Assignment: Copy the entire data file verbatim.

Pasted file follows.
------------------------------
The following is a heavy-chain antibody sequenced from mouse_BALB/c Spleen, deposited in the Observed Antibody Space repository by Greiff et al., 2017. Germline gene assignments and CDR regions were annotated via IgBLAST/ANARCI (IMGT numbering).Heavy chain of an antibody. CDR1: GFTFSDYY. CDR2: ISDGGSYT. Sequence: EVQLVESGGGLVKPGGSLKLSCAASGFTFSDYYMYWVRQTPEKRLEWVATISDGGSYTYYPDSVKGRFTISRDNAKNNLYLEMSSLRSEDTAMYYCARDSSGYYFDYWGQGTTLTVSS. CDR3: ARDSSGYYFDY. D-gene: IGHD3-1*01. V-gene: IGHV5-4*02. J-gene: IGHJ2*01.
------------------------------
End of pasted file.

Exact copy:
The following is a heavy-chain antibody sequenced from mouse_BALB/c Spleen, deposited in the Observed Antibody Space repository by Greiff et al., 2017. Germline gene assignments and CDR regions were annotated via IgBLAST/ANARCI (IMGT numbering).Heavy chain of an antibody. CDR1: GFTFSDYY. CDR2: ISDGGSYT. Sequence: EVQLVESGGGLVKPGGSLKLSCAASGFTFSDYYMYWVRQTPEKRLEWVATISDGGSYTYYPDSVKGRFTISRDNAKNNLYLEMSSLRSEDTAMYYCARDSSGYYFDYWGQGTTLTVSS. CDR3: ARDSSGYYFDY. D-gene: IGHD3-1*01. V-gene: IGHV5-4*02. J-gene: IGHJ2*01.